What is the best reaction you've ever gotten to your work?
The best reactions are usually when people see me stitching in public. I take public transit a lot, and to pass the time I'm always making something. People will stare, ask me if I'm really stitching what it looks like, or just ask me why. There's also the reactions of family members and other "conservative" type people. They think I'm really weird.
How much vulva-related art would you say you have around your house?
I've definitely started networking with other artists who do vulva-related art. Off the top of my head, I have a beautiful vulva ornament, vulva buttons, and a lovely knitted vulva in my room.
Images via Etsy.
ARTIST: Kniqui Nimbus
PRICE: $25 - $95
ABOUT: Kniqui's art relates to the vulva in a mystical sort of way. Highlights include cement garden vulvas ("put it in your garden and you will see the meaning of fecundity"), vulva cabinet knobs ("Labia lovers rejoice!"), and decorative BDSM vulvas ("This piece may be used simply as Dungeon Decor, or you may use it in a working to control your lover's sex in regards to fidelity and chastity"). In short, a vulva for every type of hobby.
VICE: How did you get into vulva art?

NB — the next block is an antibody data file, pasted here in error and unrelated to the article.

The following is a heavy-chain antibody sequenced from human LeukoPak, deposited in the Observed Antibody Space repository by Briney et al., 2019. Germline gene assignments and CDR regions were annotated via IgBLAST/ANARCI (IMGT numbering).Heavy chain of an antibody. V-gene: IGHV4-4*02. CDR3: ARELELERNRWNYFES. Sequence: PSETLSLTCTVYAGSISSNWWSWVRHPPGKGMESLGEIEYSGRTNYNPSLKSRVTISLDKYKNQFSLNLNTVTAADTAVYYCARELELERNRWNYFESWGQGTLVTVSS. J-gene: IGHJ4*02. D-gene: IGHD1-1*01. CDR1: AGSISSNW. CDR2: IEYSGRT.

Kniqui Nimbus: My love for the vulva goes back to my childhood when I fell in love with my own. My mother caught me masturbating and told me it was dirty. That was when I started doing it discreetly during and after bath-time.
About five years ago I created my first heart vulva for a dear friend and sister lesbian. It was a p apier-mâché wall hanging. She loved it so much and told me, "You could totally sell these." I began creating and selling them on Etsy. I started with a Virgin Mary Yoni (a later edition of this was featured on the disappeared Regretsy), then I got a request for the Bride of Christ nun vulva.
I noticed your work intersects with the occult and BDSM. How would you characterize this intersection?
I characterize the intersection of my art with the occult and BDSM as an obvious one for me personally. The power and imagery of them combined excites me. The womb and vagina are occult or hidden mysterious places of power and the vulva is the facade, or in my art, a beloved icon.
What misconceptions bother you about your work?
I am bothered when someone characterizes my work as "vagina art." I prefer vulva and do not mind yoni, labia, pussy, lady-bits, wajaba, bajango, gash, or even cunt. I do not object to the word vagina or the vagina itself. It is the ignorance of what a vagina is. I will surely someday do vagina art and I doubt I would even have to label it mature on Etsy since most people wouldn't even know what they were looking at.